And then I teach a course in every area of the humanities Foundation. In Texts I have Divine Comedy, in Culture I have Peasant Cultures, and in Scholarship I have The Scientific Revolution.
And then my current Concentration courses are Slavery, Democracy, and Capitalism, which looks at slavery in the Trans-Atlantic world. I have Chivalry and Feudalism, which is a kind of medieval social and political history course, a little bit of cultural history too. I was supposed to teach Science, Exploration, and Empire for the first time in April, but I had to unfortunately cancel that course so I could fulfil my duties as CAO. And I have History of Evolution which is a look at the sort of early 19th through mid-20th century ideas about biological evolution.
I think that’s my current set of concentration courses.
PC: And then the dream course?
JB: That’s a good question. I really like all the courses that I teach now. There are a few things I would really like to do. One thing that I think would be really great would be to work with Court [Ashbaugh, Director of Labs,] and team-teach a course on historical experiments.
PC: So not only biological processes but also getting into physical sciences and things like that?
JB: Yes to recreate some things. As you get further and further into the 20th century, some things would take too much elaborate technology to do, but a lot of 17th, 18th, and 19th century experiments could be done in our labs. I would really like to do something where it was a combined science and history course where we both re-enact the experiments and try to understand them as they related to exploring scientific theories and then put them in a historical context.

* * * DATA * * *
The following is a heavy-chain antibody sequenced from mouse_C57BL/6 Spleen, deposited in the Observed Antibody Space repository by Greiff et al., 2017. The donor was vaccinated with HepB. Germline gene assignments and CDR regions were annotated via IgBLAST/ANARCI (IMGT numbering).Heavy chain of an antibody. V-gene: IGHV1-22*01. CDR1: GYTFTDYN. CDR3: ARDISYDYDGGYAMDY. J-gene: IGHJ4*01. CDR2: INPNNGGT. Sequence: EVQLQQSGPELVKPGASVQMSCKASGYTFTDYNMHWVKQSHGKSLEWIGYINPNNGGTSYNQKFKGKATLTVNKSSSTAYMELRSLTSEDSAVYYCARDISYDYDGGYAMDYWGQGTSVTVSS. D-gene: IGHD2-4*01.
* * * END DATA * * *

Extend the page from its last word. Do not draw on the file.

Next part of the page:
That’s something I would definitely like to do.
PC: That would be a blast.
JB: One of the things this position means is I teach quite a bit less frequently than I would if I were just a member of the faculty. For me the hardest thing about the position is that I really like teaching, and going down to maybe one or two classes a year instead of six is a big change.
PC: A big shift absolutely. This is sort of a fun question, tell us something about you that we may not know. This could be a hobby, sport, extracurricular, maybe an instrument you play, really anything.
JB: Hahaha okay, I don’t play any instruments, well at least. I’m kind of a nerdy guy, so I’m an avid Dungeons and Dragons player. I don’t know people might be interested in that. I have typical kind of nerdly hobbies. And then I ski, and I also cook a lot.
PC: What is the best meal you’ve cooked recently?
JB: For my birthday, my partner got me a couple of the stone bowls that you serve bibimbap in, and I’ve been using those to make bibimbap in…
PC: Ohh a little bit of Korean?
JB: Yes, it’s been really tasty. They’re the bowls you get pretty much at restaurant quality, so…
PC: I’m jealous. To wrap up, if you were a student, what would your Question be?
JB: I usually say, “Where did modern science come from?”
PC: And where would you go with that, where would you take it?
JB: Because I’m a historian of science, I’m interested in what are the things that happened or what had to happen to get to the modern scientific method.
PC: Great. That’s it! Thanks so much, James.
JB: No problem.